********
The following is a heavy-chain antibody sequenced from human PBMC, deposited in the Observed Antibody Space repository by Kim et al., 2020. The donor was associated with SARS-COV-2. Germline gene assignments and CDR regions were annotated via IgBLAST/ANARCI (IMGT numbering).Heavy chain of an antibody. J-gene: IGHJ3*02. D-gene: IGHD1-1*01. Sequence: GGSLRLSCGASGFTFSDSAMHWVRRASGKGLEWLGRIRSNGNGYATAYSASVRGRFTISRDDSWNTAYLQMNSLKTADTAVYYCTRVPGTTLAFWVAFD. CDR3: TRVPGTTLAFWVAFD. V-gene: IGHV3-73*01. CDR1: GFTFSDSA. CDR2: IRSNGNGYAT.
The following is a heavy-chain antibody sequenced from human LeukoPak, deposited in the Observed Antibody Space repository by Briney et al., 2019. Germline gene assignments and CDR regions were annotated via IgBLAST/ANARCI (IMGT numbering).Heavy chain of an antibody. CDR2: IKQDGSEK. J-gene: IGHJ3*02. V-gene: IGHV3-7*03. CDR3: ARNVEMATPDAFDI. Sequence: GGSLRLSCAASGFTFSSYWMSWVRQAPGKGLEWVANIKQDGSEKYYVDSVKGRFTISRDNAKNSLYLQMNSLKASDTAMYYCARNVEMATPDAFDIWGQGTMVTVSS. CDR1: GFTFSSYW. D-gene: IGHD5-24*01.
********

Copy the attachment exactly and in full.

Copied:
The following is a heavy-chain antibody sequenced from human PBMC, deposited in the Observed Antibody Space repository by Kim et al., 2020. The donor was associated with SARS-COV-2. Germline gene assignments and CDR regions were annotated via IgBLAST/ANARCI (IMGT numbering).Heavy chain of an antibody. J-gene: IGHJ3*02. D-gene: IGHD1-1*01. Sequence: GGSLRLSCGASGFTFSDSAMHWVRRASGKGLEWLGRIRSNGNGYATAYSASVRGRFTISRDDSWNTAYLQMNSLKTADTAVYYCTRVPGTTLAFWVAFD. CDR3: TRVPGTTLAFWVAFD. V-gene: IGHV3-73*01. CDR1: GFTFSDSA. CDR2: IRSNGNGYAT.
The following is a heavy-chain antibody sequenced from human LeukoPak, deposited in the Observed Antibody Space repository by Briney et al., 2019. Germline gene assignments and CDR regions were annotated via IgBLAST/ANARCI (IMGT numbering).Heavy chain of an antibody. CDR2: IKQDGSEK. J-gene: IGHJ3*02. V-gene: IGHV3-7*03. CDR3: ARNVEMATPDAFDI. Sequence: GGSLRLSCAASGFTFSSYWMSWVRQAPGKGLEWVANIKQDGSEKYYVDSVKGRFTISRDNAKNSLYLQMNSLKASDTAMYYCARNVEMATPDAFDIWGQGTMVTVSS. CDR1: GFTFSSYW. D-gene: IGHD5-24*01.